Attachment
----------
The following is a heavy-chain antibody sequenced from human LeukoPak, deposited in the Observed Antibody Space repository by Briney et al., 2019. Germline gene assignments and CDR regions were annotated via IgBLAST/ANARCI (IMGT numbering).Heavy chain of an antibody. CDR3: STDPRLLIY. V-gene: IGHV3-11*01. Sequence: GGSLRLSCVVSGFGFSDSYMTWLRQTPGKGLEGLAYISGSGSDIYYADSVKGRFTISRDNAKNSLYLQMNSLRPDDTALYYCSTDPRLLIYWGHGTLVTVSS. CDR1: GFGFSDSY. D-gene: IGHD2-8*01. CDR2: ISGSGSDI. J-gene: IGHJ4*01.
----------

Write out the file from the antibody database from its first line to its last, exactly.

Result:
The following is a heavy-chain antibody sequenced from human LeukoPak, deposited in the Observed Antibody Space repository by Briney et al., 2019. Germline gene assignments and CDR regions were annotated via IgBLAST/ANARCI (IMGT numbering).Heavy chain of an antibody. CDR3: STDPRLLIY. V-gene: IGHV3-11*01. Sequence: GGSLRLSCVVSGFGFSDSYMTWLRQTPGKGLEGLAYISGSGSDIYYADSVKGRFTISRDNAKNSLYLQMNSLRPDDTALYYCSTDPRLLIYWGHGTLVTVSS. CDR1: GFGFSDSY. D-gene: IGHD2-8*01. CDR2: ISGSGSDI. J-gene: IGHJ4*01.